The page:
You simply consider including your car or not when you contemplate on buying full coverage automobile insurance vs liability only. You must have the legally required third party in both cases.

Costs and Circumstances

Premiums, the applicant’s current financial position and other circumstances often influence the decision. The price difference between the two will depend on several factors like which state you live in, how bad the driving records are and what type of an auto you own. It may be best to get a few quotes before you consider your options.

Mature and experienced drivers with no accident and ticket won’t probably see much of a difference in costs between liability only and full coverage auto insurance since their low-risk profile would allow them to get the best rates. Equally, they are the type of people who are unlikely to make a claim and perhaps less pressed for a high level of protection. Also, they may have enough financial backup that they may choose not to bother insuring a car worth $5,000 and save the premium.

On the other hand, the rates for high-risk drivers like youngsters and people with a recent accident or serious traffic violation could be so high that they may actually make a point of purchasing an older automobile and buy liability only insurance for it until their rates come down a bit.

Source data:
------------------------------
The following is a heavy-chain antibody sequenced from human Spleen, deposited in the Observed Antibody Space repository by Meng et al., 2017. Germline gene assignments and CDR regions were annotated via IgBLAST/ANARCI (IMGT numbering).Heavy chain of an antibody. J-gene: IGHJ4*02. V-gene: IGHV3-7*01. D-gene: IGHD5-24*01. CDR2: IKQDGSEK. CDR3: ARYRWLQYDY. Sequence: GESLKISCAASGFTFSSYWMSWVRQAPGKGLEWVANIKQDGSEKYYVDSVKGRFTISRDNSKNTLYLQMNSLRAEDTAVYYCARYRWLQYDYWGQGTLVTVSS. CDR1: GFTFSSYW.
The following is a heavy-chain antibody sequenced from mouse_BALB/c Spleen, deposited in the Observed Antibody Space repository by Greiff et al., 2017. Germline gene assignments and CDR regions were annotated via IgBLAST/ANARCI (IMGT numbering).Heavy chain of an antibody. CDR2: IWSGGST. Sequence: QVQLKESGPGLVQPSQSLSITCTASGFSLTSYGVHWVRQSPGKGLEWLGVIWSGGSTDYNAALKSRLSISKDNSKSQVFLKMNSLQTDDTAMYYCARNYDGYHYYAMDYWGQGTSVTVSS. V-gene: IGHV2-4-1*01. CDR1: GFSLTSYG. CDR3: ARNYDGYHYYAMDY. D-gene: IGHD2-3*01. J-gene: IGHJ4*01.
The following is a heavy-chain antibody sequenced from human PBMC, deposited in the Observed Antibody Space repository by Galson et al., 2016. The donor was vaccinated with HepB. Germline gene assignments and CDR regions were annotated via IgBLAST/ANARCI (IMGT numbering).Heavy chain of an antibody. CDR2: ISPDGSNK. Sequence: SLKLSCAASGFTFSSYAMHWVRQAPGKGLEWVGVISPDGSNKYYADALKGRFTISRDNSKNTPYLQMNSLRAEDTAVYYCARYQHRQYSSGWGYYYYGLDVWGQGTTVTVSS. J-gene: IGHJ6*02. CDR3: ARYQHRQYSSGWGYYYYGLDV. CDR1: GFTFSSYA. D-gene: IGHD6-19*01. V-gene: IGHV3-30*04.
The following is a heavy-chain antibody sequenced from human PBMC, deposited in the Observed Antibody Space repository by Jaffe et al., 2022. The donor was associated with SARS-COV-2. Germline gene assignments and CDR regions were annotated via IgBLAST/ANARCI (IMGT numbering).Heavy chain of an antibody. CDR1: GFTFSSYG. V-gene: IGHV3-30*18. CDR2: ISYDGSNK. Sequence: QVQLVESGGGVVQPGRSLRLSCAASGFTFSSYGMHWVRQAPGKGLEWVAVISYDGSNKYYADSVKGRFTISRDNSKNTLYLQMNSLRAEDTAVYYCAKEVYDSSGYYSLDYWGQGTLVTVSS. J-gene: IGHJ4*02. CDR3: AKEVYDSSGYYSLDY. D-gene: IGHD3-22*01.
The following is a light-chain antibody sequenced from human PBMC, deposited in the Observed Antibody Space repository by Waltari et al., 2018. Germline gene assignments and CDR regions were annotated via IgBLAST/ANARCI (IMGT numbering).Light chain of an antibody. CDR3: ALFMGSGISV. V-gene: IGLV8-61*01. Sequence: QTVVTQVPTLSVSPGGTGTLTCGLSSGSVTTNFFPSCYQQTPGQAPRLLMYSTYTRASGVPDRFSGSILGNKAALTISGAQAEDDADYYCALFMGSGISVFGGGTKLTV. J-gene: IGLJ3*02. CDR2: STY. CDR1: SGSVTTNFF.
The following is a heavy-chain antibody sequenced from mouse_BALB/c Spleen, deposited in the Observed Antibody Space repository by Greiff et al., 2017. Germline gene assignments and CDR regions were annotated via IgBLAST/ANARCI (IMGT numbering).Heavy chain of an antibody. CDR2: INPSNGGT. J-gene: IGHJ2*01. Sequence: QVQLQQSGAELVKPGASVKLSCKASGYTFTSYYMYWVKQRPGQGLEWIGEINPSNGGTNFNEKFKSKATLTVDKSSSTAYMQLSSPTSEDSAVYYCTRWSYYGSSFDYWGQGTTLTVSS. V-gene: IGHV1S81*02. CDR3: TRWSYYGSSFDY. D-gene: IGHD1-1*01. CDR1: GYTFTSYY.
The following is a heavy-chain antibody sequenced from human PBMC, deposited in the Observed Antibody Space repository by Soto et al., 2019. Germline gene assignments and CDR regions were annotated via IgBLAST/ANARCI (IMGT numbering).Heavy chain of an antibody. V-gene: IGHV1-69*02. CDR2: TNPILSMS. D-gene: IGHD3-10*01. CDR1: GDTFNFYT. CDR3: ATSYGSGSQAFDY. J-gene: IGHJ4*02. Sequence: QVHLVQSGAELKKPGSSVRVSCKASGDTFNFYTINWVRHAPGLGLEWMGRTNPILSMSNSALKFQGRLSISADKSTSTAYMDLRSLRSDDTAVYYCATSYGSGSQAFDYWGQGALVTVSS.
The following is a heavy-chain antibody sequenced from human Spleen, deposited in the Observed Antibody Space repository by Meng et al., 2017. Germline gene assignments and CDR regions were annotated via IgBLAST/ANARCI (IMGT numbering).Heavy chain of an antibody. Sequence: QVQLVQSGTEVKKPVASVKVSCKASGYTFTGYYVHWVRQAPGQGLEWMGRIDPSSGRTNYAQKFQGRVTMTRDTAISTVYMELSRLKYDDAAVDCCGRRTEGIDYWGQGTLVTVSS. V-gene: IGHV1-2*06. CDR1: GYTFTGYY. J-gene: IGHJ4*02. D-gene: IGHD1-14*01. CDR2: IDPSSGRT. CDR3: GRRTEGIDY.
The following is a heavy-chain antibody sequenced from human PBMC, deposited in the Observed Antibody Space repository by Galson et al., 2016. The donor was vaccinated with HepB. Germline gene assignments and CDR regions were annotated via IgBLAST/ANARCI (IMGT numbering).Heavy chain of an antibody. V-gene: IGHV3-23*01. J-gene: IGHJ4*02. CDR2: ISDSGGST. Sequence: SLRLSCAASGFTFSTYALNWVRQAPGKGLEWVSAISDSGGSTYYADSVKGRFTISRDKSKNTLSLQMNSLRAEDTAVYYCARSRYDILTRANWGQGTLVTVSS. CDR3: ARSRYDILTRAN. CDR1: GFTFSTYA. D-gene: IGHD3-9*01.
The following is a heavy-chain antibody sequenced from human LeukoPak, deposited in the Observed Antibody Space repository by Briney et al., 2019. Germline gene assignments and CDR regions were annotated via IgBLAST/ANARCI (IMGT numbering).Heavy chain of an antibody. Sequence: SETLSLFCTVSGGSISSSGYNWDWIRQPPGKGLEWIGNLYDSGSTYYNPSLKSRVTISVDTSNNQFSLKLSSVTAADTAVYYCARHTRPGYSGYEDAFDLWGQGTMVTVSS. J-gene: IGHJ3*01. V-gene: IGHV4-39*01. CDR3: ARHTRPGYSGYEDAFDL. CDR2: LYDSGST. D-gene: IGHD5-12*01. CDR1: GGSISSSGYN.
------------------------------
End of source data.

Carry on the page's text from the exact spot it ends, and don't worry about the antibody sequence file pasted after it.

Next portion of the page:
Choosing between Liability and Full Coverage

You probably need to own the automobile outright to be in a position to make a choice about giving up Collision and Comprehensive. Rightfully, a lienholder would object to it when you have a loan.

Then, it would be about finding a good balance between affordability and risk tolerance. On the one hand, you don’t want to waste money on something you don’t need. On the other hand, you don’t want to be in a position after an incident where you don’t have money to pay for repairs (or a replacement vehicle) and automobile insurance coverage to compensate you for the losses.

Everyone is different in the way they look at risk. If you are looking to insure your car for damages and accidents, you will probably buy full coverage as well as securing a good level of liability. Prices between the two can be a problem but the protection offered is considerably valuable too. If you want better security but the premium is too high, you shouldn’t give up before shopping around for the best prices.

It often comes down to how much risk you are prepared to take. Consider the following points before making a selection.

Vehicle Replacement Value: You buy Comprehensive and Collision in order to insure your car. So, keeping or dropping these depends on the value of your vehicle. Normally owners of fairly new automobiles shouldn’t even bother to consider it. You should start looking into dumping C & C when it is about 8 – 10 years old. Most experts agree that you can drop Collision and Comprehensive if the car is worth less than $5,000.